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By Alma van Oudheusden


Composite materials are materials which are constructed of two or more materials to be able to benefit from a combination of material properties. One material acts as binder, also known as the matrix, which surrounds and binds fragments of the other material, the reinforcement (Royal Society of Chemistry, 2015), which can be a fibre or particle. Sometimes, filler materials are added as well for additional benefits, such as cost reduction or fire retardance. Composite materials are widely used in automotive, aerospace and renewable energy industries, as these materials have a higher strength, lower weight and less maintenance compared to conventional materials, as well as a long lifespan (Yang et al., 2012).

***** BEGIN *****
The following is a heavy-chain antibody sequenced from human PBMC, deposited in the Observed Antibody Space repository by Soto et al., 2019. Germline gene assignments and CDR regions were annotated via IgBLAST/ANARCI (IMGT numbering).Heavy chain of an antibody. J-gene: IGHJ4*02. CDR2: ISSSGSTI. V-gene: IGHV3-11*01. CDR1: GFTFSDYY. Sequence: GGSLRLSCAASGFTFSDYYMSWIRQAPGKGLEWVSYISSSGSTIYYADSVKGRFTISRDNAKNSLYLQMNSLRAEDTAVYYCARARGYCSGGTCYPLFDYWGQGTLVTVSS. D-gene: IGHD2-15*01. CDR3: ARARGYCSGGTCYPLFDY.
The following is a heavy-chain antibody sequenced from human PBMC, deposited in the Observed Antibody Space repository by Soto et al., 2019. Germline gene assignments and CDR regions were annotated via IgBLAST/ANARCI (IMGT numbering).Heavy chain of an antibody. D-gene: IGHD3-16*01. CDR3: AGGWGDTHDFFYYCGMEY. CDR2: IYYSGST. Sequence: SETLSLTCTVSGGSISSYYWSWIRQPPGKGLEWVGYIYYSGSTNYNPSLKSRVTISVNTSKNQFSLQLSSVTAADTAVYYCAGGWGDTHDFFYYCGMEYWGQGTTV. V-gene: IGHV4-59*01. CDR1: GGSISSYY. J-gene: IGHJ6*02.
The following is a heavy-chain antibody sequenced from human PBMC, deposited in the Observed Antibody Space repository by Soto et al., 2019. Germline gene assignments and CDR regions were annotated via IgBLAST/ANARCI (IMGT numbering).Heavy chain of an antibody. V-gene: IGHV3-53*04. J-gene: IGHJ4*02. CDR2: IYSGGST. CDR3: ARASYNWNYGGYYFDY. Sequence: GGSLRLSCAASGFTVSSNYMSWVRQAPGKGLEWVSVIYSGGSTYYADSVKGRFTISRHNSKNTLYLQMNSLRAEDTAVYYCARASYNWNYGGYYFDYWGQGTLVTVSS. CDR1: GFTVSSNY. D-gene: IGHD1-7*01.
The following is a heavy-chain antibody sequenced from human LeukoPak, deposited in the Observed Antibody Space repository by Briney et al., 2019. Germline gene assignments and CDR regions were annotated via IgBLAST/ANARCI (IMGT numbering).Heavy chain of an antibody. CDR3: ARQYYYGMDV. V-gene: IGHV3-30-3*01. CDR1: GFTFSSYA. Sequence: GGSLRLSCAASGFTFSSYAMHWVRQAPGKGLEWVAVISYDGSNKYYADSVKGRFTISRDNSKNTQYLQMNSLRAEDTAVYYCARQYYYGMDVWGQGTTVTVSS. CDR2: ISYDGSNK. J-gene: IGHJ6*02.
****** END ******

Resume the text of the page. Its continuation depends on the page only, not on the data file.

For most applications the type and proportion of resin, reinforcement and filler are tailored to the particular end use, which means that there are many types of composites (Pickering, 2005). Classifying composite materials can be done in two ways, namely structure (Figure 1) and material use (Figure 2). The structure describes the way in which a composite is build up, whereas the material use describes which materials are used for both the matrix and the fibre.

This report will focus on fibre-reinforced and structural polymer composites, using a thermoset or thermoplastic matrix with glass or carbon fibres.



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Jelle Joustra – Mentor